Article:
Sunday, October 23, 2005

Senate Majority Leader Bill Frist’s office is circulating a memorandum that largely blames sharp Republican spending increases on the war against terrorism, an argument the Republican Party’s fiscal critics call an exaggeration and coverup.

The memo is the latest bid by the Republican leader to wage a counteroffensive against an escalating rebellion in conservative ranks over what budget hawks call a spending spree that betrays the party’s historical commitment to smaller, limited government.

The Frist-ordered memorandum, drafted by senior aide Bill Hoagland, concedes there has been “unnecessary and wasteful spending” in the past five years by the Republican Congress: “In a $2.5 trillion budget how could there not be?”

But it argues that the “case can be made that government spending over the last 5 years has not been profligate, given the geopolitical situation.” Mr. Hoagland pointed to two reasons for the increases.

First, the wars in Afghanistan and Iraq and the ensuing global war on terrorism that has cost $290 billion thus far, plus the $50 billion that was included in the defense bill passed by the Senate earlier this month. Second, Hurricane Katrina, “the worst natural disaster in this country’s history,” which has cost $71 billion.

Although the prescription drug bill “has become a symbol of federal spending out of control,” Mr. Hoagland said, “the actual spending from that legislation … [has] only now begun.”

Federal spending has risen to nearly $2.5 trillion a year, which the memo calls “a large number obviously,” but it notes that the U.S. has a $12.3 trillion economy and that “no other industrial nation’s centralized government spends less than the United States, measured as a share of their economy.”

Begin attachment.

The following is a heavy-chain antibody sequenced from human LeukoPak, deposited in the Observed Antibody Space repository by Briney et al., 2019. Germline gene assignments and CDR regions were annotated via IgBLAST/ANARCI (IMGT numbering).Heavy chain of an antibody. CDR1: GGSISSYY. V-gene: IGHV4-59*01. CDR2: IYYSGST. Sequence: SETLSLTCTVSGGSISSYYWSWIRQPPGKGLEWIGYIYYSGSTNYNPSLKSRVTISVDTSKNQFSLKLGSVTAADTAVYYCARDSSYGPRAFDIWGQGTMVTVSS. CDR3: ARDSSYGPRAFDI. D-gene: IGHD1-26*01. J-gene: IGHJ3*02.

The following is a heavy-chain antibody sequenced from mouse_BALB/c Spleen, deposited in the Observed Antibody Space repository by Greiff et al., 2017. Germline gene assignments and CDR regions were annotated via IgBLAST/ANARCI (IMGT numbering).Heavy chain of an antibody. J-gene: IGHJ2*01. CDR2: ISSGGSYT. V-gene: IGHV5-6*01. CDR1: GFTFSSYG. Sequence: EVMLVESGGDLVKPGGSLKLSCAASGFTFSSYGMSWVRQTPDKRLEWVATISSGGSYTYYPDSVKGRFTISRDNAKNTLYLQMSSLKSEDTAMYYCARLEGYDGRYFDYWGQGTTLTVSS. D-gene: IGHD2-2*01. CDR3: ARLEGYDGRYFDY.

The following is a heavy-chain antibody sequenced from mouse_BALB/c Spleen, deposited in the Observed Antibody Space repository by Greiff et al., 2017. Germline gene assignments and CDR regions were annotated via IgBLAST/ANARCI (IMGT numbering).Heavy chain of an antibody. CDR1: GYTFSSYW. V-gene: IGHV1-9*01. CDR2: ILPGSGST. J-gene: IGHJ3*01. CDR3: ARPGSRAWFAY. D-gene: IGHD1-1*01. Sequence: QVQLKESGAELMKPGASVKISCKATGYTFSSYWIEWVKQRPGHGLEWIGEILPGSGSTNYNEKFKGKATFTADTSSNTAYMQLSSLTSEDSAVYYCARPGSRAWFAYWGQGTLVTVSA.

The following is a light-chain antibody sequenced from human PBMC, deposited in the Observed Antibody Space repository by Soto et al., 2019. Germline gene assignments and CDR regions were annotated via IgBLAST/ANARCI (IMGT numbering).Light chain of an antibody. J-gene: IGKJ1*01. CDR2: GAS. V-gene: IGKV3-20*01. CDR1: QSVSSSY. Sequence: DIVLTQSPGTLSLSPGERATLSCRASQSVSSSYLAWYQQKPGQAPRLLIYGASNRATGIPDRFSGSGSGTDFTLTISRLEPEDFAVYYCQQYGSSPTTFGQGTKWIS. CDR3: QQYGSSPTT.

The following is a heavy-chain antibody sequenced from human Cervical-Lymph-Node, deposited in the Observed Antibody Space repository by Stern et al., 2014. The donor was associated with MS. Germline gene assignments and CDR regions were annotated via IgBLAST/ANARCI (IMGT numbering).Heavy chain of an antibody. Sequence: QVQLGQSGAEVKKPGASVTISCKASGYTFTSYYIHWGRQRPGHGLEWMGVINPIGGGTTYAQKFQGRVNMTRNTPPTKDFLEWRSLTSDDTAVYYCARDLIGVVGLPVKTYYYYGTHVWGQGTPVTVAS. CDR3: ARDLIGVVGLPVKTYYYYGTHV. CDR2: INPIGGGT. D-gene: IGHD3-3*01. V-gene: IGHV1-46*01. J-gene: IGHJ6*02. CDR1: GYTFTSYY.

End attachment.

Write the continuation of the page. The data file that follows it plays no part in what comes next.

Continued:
Federal spending accounts for about 20.2 percent of the gross domestic product, less than the 22.2 percent of GDP it averaged in the 1980s and the 20.7 percent in the 1990s. Were it not for the defense spending increases since 2000, federal spending would be 19.2 percent of GDP, he added.

Brian M. Riedl, chief budget analyst at the Heritage Foundation, said the memo showed “that congressional leaders still do not grasp the depth and consequences of their historic spending spree.”

A recent Heritage analysis of the budget’s growth in the past five years found that government has expanded 33 percent and “has pushed federal spending to nearly $22,000 per household — the most since World War II,” Mr. Riedl said.

Contrary to the Senate memo, “defense is responsible for less than one-third of the $610 billion increase in spending since 2001,” while spending on education rose by 100 percent, housing and commerce by 86 percent, community development by 71 percent, health research and regulation by 61 percent and veterans benefits by 51 percent, he said.

“Rather than make excuses for past excesses, lawmakers should instead focus on reining in runaway spending,” Mr. Riedl said.

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